Manning Up: Why The Phrase Matters And Why Feminists Should Shut Up About It

When someone is being a whiny little twit, many of us have a tendency to tell them to “man up.”  We’re telling them that they’re not acting like a man and to fix that stuff right away.

An alternative is to tell someone to “nut up,” which basically means the same thing.  “Nut” in this instance means “testicle,” which only males have.

So, a while back, I came across this pic and really had to say something about it:

man-up

First, does anyone else think it’s funny that they get some beta male FIM to pose for pics like this?

Second, it’s complete BS.

You see, while women are perfectly capable of being strong, show me a requirement that they be so.  Anywhere.  Even modern feminism, the philosophy that once told women they were strong as hell–“I am woman, hear me roar” and all that–is now a philosophy that demands women be sheltered from the harsh world through things like safe spaces.

Women don’t have to be strong, and they never have.  It’s never truly been an expectation of society that women be strong.  There are plenty who are, and there are plenty in history as well, but even if they’re the majority, so what?  If they all became weak as hell tomorrow, society would muddle on well enough.

But men?

Men have always been expected to be strong, and not just physically.  We’re the emotional rock for our families.  We’re the go-to source for strength in a myriad of ways in our society.  It’s what we are.

This pic claims that “strength is not defined by sex or gender.”  On that, it’s right.  What it misses is that while strength may not be defined by sex, one sex is defined by strength.

A weak male is not much of a man.  It doesn’t matter if his physically weak, mentally weak, or emotionally weak.  If he’s any of these things, he’s a detriment to any group he’s part of.

How do I know this?  Decades of observation for one.  For another, I’ve been that weak male.

I was never particularly mentally weak, boasting a high IQ and an interest in a myriad of fields.  Some folks refer to me as a polymath, though most polymaths would probably call me a “dabbler” instead, which is fine.  My mind has always been fairly keen.

But physically and emotionally?  I was a joke.

I graduated high school at 5’8″ and 135 lbs.  That was after several years of lifting weights regularly, which means had I not lifted, I’d have been even smaller.  For years prior to that, I was useless in lifting anything with weight.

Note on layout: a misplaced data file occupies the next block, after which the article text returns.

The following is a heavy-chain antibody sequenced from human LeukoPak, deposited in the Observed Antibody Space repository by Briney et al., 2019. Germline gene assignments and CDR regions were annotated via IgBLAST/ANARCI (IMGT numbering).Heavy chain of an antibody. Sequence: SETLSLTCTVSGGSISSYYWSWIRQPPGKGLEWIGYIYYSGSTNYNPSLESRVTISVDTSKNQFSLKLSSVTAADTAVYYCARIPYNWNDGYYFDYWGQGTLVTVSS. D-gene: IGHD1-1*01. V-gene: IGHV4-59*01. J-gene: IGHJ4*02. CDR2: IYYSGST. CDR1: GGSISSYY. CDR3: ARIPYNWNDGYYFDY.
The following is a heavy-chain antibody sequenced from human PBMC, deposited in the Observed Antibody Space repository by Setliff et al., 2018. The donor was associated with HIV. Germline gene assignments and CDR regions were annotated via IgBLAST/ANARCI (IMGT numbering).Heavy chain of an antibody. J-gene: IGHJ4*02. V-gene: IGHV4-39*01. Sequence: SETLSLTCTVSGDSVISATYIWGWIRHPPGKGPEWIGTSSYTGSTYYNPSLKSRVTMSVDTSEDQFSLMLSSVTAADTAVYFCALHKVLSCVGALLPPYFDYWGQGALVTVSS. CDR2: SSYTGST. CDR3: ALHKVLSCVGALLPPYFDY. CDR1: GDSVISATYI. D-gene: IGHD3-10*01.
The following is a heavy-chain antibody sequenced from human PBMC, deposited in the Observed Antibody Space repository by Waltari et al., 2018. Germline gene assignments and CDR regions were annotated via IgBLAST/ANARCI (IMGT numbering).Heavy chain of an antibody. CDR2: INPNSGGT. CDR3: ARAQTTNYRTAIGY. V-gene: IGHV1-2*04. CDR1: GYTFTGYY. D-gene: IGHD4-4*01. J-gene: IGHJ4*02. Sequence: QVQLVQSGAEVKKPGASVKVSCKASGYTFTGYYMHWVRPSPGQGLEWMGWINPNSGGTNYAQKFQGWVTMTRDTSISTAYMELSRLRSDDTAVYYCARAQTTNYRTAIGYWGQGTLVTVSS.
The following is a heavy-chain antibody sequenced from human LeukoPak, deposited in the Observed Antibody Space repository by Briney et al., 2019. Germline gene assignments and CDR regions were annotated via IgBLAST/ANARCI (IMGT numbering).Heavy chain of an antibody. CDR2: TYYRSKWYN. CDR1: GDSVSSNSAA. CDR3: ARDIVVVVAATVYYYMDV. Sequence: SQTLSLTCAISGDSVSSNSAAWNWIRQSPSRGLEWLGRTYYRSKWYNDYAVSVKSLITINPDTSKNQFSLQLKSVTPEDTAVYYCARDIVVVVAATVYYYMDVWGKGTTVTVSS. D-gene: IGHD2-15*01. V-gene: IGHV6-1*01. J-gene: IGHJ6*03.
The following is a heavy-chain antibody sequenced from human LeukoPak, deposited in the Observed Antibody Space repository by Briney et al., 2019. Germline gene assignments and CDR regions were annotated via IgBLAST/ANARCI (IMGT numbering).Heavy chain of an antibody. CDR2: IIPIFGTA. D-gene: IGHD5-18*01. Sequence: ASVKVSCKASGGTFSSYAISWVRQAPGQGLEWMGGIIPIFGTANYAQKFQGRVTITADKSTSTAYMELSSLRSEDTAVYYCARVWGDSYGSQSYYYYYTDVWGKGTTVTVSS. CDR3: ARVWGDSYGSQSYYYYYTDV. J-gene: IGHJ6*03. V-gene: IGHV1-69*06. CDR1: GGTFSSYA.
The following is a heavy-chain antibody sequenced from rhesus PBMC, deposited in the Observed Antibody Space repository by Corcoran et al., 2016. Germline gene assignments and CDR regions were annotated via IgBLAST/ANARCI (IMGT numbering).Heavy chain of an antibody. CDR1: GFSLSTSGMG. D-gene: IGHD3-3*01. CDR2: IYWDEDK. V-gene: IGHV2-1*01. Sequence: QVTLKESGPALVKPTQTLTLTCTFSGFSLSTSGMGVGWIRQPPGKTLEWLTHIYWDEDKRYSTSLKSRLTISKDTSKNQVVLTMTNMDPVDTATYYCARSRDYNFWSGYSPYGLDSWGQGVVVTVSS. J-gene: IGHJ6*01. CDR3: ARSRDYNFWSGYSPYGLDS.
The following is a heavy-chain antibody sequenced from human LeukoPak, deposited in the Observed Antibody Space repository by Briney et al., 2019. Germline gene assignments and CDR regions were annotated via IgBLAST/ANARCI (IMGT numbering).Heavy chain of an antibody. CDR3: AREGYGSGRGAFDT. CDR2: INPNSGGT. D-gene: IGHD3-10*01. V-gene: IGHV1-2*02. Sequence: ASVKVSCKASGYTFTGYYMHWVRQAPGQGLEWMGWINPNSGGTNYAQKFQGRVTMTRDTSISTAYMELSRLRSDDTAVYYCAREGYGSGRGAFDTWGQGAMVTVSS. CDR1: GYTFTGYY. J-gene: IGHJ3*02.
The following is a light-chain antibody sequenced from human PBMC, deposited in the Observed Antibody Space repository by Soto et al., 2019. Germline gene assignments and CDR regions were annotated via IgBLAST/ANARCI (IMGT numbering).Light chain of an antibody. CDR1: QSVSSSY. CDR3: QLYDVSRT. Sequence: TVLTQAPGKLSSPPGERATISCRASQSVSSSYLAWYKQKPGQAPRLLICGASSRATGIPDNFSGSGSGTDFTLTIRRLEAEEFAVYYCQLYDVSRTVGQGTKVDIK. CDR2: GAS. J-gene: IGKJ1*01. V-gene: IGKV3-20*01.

When I was a kid, around Christmas time, my school system would place a basket by the front door of the classroom.  We’d all bring canned goods for the needy.  Just before the holiday, we’d have an assembly and two students from each class would carry the basket to the front of the auditorium to show…well, whatever we were supposed to show.

One year, I was selected to be one of the kids carrying the basket.  The problem?  I was so damn weak, I was half useless.

The other kid, a boy named Brian, was clearly annoyed by how often I needed to stop and rest just to get the basket to where we needed to be prior to the assembly.

My physical weakness impeded our task and made it difficult on him.

I was weak, and I know why strength matters.

Emotionally, I used to be useless as well.  I’d cry at the drop of a hat.  I had a lot going on, and I didn’t really know how to deal with it.  Couple that with the BS about how “real men cry” and I saw no problem with unleashing the tears.

In high school, I’d long since stopped with that, but I was also vulnerable in other ways.  When other kids picked on me, I got pissed.  This, of course, encouraged them to keep it up.  It was a game for them.

Why I was that way is irrelevant.  I was.  As a result of that, I know how being weak impacts you and how weakness to be eradicated from the male half of our species.

Part of that is men telling other men that weakness isn’t something to be proud of.  It’s not something to be tolerated in other men.

If a woman wants to cry at the drop of a hat and do nothing but paint their toenails rather than train to push a car for half a mile, so be it.  Women have been that way for millennia and we’ve managed just fine.

Men, on the other hand, are expected to do and be more.  We tell people to “man up” because it’s a cue that you’re being a whiny little bitch and it’s time to knock that crap off.

Of course, the truth is that this isn’t about implying women can’t be strong.

The truth is that whiny little beta males like our poster boy aren’t really worried about whether or not women are insulted.  That’s just a convenient way to get feminists to help defend them.  The truth is that the poster boy just doesn’t like being told to man up.

He revels in his weakness and he doesn’t want to be held accountable for his failure to be a real man.  He wants to be celebrated for it.

Well, I won’t celebrate him, and neither should anyone else, male or female.  He’s willingly shirking the tools needed to fulfill the roles of men and letting those responsibilities fall on other men.

Pathetic.

Don’t be like the poster boy.  Man up!

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